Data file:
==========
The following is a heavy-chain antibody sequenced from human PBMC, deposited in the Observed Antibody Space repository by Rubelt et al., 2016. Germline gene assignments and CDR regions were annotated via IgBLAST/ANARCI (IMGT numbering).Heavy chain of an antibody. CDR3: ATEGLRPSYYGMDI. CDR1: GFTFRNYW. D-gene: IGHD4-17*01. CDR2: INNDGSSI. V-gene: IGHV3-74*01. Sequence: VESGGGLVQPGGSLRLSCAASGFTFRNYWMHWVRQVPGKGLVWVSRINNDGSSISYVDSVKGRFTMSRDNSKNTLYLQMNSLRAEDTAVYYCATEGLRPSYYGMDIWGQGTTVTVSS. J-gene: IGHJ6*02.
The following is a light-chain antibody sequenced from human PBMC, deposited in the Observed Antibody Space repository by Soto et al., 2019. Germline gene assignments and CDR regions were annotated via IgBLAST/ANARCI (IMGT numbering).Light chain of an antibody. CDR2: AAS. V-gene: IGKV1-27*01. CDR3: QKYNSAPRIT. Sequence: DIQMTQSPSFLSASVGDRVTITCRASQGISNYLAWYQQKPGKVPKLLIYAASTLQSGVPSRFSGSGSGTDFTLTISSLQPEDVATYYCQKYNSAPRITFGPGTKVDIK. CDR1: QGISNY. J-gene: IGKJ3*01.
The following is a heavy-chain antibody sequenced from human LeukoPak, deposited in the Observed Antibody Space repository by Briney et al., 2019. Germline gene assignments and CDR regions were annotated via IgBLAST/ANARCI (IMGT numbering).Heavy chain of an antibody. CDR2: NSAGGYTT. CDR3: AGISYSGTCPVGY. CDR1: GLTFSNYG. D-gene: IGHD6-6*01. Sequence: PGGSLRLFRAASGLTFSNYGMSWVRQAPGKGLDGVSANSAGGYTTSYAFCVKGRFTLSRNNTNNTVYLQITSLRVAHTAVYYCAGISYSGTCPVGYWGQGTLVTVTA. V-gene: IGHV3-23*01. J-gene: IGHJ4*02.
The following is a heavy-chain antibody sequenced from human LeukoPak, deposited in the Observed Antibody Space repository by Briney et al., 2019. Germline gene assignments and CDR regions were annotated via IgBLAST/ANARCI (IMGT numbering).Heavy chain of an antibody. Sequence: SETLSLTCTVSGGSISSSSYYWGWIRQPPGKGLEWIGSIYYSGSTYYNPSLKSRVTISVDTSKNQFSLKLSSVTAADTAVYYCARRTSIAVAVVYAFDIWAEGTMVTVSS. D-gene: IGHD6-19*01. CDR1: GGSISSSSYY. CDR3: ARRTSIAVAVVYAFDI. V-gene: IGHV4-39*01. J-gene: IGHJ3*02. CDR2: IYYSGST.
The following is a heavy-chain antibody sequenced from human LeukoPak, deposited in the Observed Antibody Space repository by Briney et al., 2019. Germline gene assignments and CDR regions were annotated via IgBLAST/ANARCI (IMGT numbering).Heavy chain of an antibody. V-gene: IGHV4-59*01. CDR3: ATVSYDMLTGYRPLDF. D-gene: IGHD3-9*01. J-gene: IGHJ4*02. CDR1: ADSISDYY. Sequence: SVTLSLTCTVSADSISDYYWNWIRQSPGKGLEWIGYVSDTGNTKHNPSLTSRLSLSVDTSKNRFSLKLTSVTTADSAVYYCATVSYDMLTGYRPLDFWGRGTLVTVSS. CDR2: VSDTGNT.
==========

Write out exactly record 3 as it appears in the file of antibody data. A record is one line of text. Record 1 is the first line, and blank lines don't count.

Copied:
The following is a heavy-chain antibody sequenced from human LeukoPak, deposited in the Observed Antibody Space repository by Briney et al., 2019. Germline gene assignments and CDR regions were annotated via IgBLAST/ANARCI (IMGT numbering).Heavy chain of an antibody. CDR2: NSAGGYTT. CDR3: AGISYSGTCPVGY. CDR1: GLTFSNYG. D-gene: IGHD6-6*01. Sequence: PGGSLRLFRAASGLTFSNYGMSWVRQAPGKGLDGVSANSAGGYTTSYAFCVKGRFTLSRNNTNNTVYLQITSLRVAHTAVYYCAGISYSGTCPVGYWGQGTLVTVTA. V-gene: IGHV3-23*01. J-gene: IGHJ4*02.